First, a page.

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2 Positions May Top U Recruiting List

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September 19, 2018

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P.J. Fleck has 24 verbal commits for his 2019 recruiting class, per 247Sports, and that could mean his work is all but done. Yet there still could be some big news before National Signing Day in December.

Speculation is the Golden Gophers head coach will hold back a scholarship offer or two to see what develops in the coming months. Recruiting authority Ryan Burns from Gopherillustrated.com will be watching. “Defensive back and offensive tackle look like the two positions that they really want to address with these…remaining spots,” Burns told Sports Headliners.

Defensive backs Omar Brown from Minneapolis North and Jalen Graham from Detroit interest the Gophers, Burns said. So, too, do offensive tackles Joacheim Price of Algonquin, Illinois and Hunter Poncius from Buffalo, Minn.

Burns said Price might be the most highly sought after among players Minnesota is evaluating for a possible final scholarship or two. Price has multiple Big Ten offers but unfortunately tore his ACL earlier this summer.

Burns reported that Gophers offensive line coach Brian Callahan scouted Poncius at his game last Friday night. The 6-foot-8, 255-pound Poncius has verbally committed to North Dakota State but National Signing Day isn’t until December 19.

Under NCAA rules, schools have a hard cap of 25 players that can be signed to scholarships in a single football recruiting class. In the fall of 2017 Fleck also had most of his recruiting class lined up but added two offensive linemen late. They were IMG Academy four-star recruits Curtis Dunlap Jr. and Daniel Faalele.

“It’s always interesting to see what P.J. Fleck does in November-December, when it’s time to really make sure those signatures (Letters of Intent) count,” Burns said. “…With P.J. Fleck and the way he’s able to make a great first impression on kids, I am not really counting anything out.”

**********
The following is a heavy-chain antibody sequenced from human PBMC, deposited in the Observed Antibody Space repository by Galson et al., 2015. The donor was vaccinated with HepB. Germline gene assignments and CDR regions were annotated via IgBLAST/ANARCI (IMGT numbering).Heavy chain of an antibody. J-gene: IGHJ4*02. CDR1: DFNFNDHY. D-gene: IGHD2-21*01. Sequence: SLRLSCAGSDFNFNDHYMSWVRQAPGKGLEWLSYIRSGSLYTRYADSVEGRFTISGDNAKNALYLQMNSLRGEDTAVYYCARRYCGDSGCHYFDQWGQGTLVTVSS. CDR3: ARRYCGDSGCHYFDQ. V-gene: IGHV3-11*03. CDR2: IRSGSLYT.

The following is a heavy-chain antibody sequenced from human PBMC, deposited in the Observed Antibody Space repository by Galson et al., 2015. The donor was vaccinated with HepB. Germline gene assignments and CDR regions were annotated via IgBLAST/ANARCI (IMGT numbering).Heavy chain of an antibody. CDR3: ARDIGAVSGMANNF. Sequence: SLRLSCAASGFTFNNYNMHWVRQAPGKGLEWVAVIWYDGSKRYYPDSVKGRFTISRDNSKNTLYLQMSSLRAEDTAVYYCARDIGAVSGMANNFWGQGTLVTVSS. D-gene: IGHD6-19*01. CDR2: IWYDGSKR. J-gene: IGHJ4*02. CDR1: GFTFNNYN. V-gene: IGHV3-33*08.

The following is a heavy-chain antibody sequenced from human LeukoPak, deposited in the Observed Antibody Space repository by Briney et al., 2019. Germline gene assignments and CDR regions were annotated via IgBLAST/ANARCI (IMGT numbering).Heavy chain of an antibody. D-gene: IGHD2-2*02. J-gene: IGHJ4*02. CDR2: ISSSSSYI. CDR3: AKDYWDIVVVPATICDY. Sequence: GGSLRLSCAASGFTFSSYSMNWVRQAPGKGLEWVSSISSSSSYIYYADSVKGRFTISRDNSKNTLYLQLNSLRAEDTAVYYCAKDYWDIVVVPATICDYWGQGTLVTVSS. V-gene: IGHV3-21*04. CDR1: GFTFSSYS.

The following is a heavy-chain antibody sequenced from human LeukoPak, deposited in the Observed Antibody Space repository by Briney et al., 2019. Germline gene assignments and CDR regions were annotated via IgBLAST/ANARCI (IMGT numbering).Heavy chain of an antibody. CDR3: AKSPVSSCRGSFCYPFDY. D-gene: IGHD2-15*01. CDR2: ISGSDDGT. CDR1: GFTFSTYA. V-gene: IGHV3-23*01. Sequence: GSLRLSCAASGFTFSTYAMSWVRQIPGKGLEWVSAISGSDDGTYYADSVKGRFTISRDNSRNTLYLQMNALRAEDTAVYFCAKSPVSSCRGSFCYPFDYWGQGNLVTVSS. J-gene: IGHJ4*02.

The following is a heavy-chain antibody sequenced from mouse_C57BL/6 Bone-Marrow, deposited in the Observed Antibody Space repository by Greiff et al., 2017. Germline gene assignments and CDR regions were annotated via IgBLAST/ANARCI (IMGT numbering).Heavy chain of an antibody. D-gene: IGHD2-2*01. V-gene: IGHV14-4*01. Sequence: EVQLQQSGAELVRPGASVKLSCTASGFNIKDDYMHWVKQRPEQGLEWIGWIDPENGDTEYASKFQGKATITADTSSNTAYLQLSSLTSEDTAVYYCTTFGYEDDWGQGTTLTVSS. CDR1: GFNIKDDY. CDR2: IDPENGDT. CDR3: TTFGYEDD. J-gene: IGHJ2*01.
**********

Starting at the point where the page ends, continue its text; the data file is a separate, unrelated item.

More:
If one or more players who have committed changes his verbal pledge, that will open up more scholarships for Fleck’s class of 2019 that currently is ranked No. 30 nationally in the 247Sports composite national rankings.

Ryan Burns

Right now Burns looks at the list of 24 verbal commits and believes four-star defensive lineman Jason Bargy from Momence, Illinois could be the “crown jewel” of the 2019 class. Burns said the 6-foot-4, 255-pound Bargy might not contribute immediately but the prep senior has the highest “ceiling” of any defensive lineman coming to Minnesota since the days of Ra’Shede Hageman who left the program after the 2013 season.

“You can’t teach that size, that athleticism, that speed (of Bargy), and Gopher fans have been searching for that elite pass rusher for quite some time,” Burns said. “Well, once Minnesota is able to get Jason Bargy in here, given a year or two…I think he has the impact to absolutely be an impact player.”

Overall, what has Burns upbeat about the Gophers 2019 class is that Minnesota is going after and winning recruiting battles against other Power Five conference programs. Examples are Texas prep players Jacob Clark and Nnamdi Adim-Madumere. Clark, a quarterback, was recruited “hard” by Iowa and TCU, Burns said. Wide receiver Adim-Madumere turned down Alabama and Texas A&M when he committed to Minnesota.

“…P.J. is winning some recruiting battles that the previous staff wouldn’t even entertain,” Burns said. “If they did entertain them, they wouldn’t win them.”

Worth Noting

Running back and Minnesota verbal commit Treyson Potts from Williamsport, Pennsylvania injured his ACL a year ago but is playing again and he excites Burns. A potential playmaker in multiple ways, Potts might be the successor to Rodney Smith returning kickoffs in 2019 or 2020. “He is extremely electric when he gets the ball in space,” Burns said.

Jornell Manns, a freshman wide receiver from the 2018 recruiting class, is being redshirted but he intrigues Burns who predicts a starting role next season. “That is my bold call. I think he starts over (current redshirt freshman) Demetrius Douglas.